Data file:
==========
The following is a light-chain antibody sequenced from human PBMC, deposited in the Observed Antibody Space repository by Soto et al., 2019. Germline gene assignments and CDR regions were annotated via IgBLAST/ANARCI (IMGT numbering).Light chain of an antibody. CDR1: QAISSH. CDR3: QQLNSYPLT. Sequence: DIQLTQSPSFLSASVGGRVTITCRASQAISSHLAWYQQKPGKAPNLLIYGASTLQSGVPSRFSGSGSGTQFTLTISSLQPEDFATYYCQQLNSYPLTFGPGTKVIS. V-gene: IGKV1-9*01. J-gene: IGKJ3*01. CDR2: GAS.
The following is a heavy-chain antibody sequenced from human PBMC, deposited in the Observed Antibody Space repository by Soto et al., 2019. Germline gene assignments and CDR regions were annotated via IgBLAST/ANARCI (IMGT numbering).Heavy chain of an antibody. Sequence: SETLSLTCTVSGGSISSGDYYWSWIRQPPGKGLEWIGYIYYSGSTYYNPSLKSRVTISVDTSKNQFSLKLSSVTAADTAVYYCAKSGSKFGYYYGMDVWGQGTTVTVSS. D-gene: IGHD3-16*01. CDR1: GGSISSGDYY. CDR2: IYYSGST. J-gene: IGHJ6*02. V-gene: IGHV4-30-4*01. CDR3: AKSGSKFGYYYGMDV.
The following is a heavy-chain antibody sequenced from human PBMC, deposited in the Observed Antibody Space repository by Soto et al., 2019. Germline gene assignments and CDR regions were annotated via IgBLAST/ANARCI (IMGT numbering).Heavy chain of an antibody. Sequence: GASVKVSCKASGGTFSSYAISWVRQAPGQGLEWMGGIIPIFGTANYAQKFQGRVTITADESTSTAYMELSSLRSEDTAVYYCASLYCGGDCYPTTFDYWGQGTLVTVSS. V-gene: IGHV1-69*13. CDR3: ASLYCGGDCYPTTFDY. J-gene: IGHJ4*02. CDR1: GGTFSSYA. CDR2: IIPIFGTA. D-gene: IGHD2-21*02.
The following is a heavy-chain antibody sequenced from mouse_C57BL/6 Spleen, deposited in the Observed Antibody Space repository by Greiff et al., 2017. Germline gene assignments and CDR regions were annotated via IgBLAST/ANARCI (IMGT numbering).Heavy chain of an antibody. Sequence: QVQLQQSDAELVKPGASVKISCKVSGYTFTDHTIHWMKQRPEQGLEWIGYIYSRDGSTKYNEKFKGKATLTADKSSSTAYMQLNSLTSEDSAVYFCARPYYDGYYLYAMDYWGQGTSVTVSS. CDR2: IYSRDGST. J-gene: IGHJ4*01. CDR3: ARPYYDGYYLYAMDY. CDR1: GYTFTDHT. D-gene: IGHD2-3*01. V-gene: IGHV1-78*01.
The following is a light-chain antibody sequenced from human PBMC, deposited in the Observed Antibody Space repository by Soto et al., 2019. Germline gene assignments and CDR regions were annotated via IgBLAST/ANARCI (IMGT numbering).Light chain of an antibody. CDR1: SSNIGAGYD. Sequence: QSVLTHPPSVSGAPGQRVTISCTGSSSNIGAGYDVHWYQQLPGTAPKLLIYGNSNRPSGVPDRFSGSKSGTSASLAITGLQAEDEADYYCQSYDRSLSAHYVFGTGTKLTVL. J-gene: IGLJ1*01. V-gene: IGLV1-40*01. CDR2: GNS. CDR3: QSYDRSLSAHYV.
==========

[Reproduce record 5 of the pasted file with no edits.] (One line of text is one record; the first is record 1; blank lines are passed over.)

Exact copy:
The following is a light-chain antibody sequenced from human PBMC, deposited in the Observed Antibody Space repository by Soto et al., 2019. Germline gene assignments and CDR regions were annotated via IgBLAST/ANARCI (IMGT numbering).Light chain of an antibody. CDR1: SSNIGAGYD. Sequence: QSVLTHPPSVSGAPGQRVTISCTGSSSNIGAGYDVHWYQQLPGTAPKLLIYGNSNRPSGVPDRFSGSKSGTSASLAITGLQAEDEADYYCQSYDRSLSAHYVFGTGTKLTVL. J-gene: IGLJ1*01. V-gene: IGLV1-40*01. CDR2: GNS. CDR3: QSYDRSLSAHYV.